May is Mental Health Awareness Month, a month dedicated to raising awareness about mental health and reducing the shame and stigma that currently surrounds mental illnesses. Below you will find facts about mental illness, signs and symptoms, where to go for more information and help, as well as some of my favorite mental health infographics.
Did you know?
- 17-28% of risk for mental illnesses can be accounted for by variations in common genes.
- Much stronger links were found in twin and family studies. Estimates for total heritability, or how much a disease is tied to genetics, are:
- Schizophrenia: 81%
- Bipolar disorder: 75%
- ADHD: 75%
- Depression: 37%
- In one study, head injury between the ages of 11-15 was the strongest predictor for development of schizophrenia, depression, and bipolar disorder.
- Brain changes like building a “tolerance” or reward response to stress, or abnormalities in the prefrontal and frontal cortex, and irregularities in the function of the neurotransmitter glutamate are also risk factors for mental illness and substance use.
- People who are exposed to adverse childhood events including abuse, neglect, divorce, witnessing domestic violence and having parents who have substance use issues, mental illnesses or are in jail are:
- 2.6 times more likely to have depression
- 5 times more likely to have serious alcohol problems
- 17 times more likely to have learning or behavioral problems.
- 3 times more likely to have serious job problems.
- Substance use can increase chances of developing a mental illness and having a mental illness can increase risk of using substances. People with any mental illness are:
- 2.3 times as likely to develop nicotine dependence
- 3 times more likely to develop alcohol dependence
- 30 times more likely to develop illicit drug dependence.
- Mental and substance use disorders are major risk factors for suicide.
- Mental illnesses do not discriminate. Populations that should not be ignored include the aging and elderly, active duty military, military veterans, incarcerated individuals, and children in the welfare system.
Signs and Symptoms of Mental Illness
Signs and symptoms of mental illness can vary, depending on the particular disorder, circumstances and other factors. Mental illness symptoms can affect emotions, thoughts and behaviors.
Examples of signs and symptoms include:
- Feeling sad or down
- Confused thinking or reduced ability to concentrate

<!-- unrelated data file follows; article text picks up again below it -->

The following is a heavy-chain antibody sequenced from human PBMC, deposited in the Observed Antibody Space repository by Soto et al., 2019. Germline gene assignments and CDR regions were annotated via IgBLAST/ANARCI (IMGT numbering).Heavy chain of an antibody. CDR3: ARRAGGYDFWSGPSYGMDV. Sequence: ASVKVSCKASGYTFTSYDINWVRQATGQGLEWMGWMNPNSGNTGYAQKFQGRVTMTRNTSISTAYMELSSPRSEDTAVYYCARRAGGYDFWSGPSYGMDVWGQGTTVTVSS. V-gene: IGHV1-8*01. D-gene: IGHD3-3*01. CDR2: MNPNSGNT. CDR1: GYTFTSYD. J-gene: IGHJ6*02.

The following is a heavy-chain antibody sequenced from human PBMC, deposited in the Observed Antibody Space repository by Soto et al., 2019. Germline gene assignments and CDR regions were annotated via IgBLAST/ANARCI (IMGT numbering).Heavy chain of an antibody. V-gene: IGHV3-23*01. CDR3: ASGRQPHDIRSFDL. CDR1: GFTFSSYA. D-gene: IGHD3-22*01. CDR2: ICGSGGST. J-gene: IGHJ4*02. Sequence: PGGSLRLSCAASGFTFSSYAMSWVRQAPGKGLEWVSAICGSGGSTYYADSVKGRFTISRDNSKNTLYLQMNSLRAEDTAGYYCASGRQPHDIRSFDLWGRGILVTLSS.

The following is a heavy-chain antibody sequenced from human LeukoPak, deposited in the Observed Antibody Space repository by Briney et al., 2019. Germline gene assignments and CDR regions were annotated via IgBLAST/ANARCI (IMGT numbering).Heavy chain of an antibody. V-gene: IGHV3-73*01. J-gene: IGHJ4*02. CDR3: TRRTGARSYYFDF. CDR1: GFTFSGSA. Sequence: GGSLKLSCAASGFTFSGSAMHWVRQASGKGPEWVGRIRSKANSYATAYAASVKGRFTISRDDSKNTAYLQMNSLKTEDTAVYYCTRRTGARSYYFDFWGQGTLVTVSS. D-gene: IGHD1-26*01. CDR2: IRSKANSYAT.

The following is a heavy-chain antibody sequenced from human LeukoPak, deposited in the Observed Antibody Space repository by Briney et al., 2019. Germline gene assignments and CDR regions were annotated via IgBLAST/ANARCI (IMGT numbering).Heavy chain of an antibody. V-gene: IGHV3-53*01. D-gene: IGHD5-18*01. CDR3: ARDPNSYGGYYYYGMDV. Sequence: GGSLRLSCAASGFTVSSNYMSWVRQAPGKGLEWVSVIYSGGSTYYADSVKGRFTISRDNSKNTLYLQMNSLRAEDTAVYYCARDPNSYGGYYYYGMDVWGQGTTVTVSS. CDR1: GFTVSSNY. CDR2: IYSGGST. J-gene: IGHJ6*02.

- Excessive fears or worries
- Extreme mood changes of highs and lows
- Withdrawal from friends and activities
- Significant tiredness, low energy or problems sleeping
- Detachment from reality (delusions), paranoia or hallucinations
- Inability to cope with daily problems or stress
- Extreme feelings of guilt
- Alcohol or drug abuse
- Major changes in eating habits
- Sex drive changes
- Excessive anger, hostility or violence
- Suicidal thinking
Sometimes symptoms of a mental health disorder appear as physical problems, such as abdominal pain, back pain, headache, or other unexplained aches and pains.
Where to go for more information and help
- To learn additional information about mental illnesses, including: causes, risk factors, prevention and so on, visit MayoClinic.com and MentalHealthAmerica.net.
- To get mental health or substance abuse resources, visit SAMHSA.gov and NIMH.gov.
- For mental health or substance abuse treatment services nearby, call 1-800-662-HELP or visit SAMHSA.gov, MentalHealthAmerica.net, and visit NIMH.gov.
- If you or someone you know is in suicidal crisis or emotional distress, call 1-800-273-TALK (8255).
- For information about eating disorders or to receive a treatment referral, call the National Eating Disorders Association Helpline at 1-800-931-2237 or visit their website.
Some of my favorite mental health infographics
Please help in spreading the awareness about mental illnesses. The fact is that everyone knows somebody who is suffering with mental illness, whether you are aware of it or not. It is up to all of us to know the signs of mental health issues and lend a hand to those who are struggling. Shame and stigma too often leave people feeling like there is no place to turn. We need to make sure they know that asking for help is not a sign of weakness, rather it is a sign of strength.
If you have any questions, please leave them in the comments section below.
Mayo Clinic. (2012). Mental Illness: Symptoms. Retrieved online here.
Substance Abuse and Mental Health Services Administration. (2012).Mental Health, United States, 2010. HHS Publication No. (SMA) 12-4681. Rockville, MD: Substance Abuse and Mental Health Services Administration.
Cross-Disorder Group of the Psychiatric Genomics Consortium. Genetic relationship between five psychiatric disorders estimated from genome-wide SNPs. Nature Genetics, August 11, 2013. http://www.nimh.nih.gov/news/science-news/2013/new-data-reveal-extent-of....
Orlovska, S., Pedersen, M. S., Benros, M. E., Mortensen, P. B., Agerbo, E., & Nordentoft, M. (2014). Head injury as risk factor for psychiatric disorders: a nationwide register-based follow-up study of 113,906 persons with head injury.
Burke, N. J., Hellman, J. L., Scott, B. G., Weems, C. F., & Carrion, V. G. (2011). The impact of adverse childhood experiences on an urban pediatric population. Child abuse & neglect, 35(6), 408-413. http://acestudy.org/files/Review_of_ACE_Study_with_references_summary_ta...
Brady, K. T., & Sinha, R. (2014). Co-occurring mental and substance use disorders: the neurobiological effects of chronic stress.
Swendsen, J., Conway, K. P., Degenhardt, L., Glantz, M., Jin, R., Merikangas, K. R., & Kessler, R. C. (2010). Mental disorders as risk factors for substance use, abuse and dependence: results from the 10‐year follow‐up of the National Comorbidity Survey. Addiction, 105(6), 1117-1128.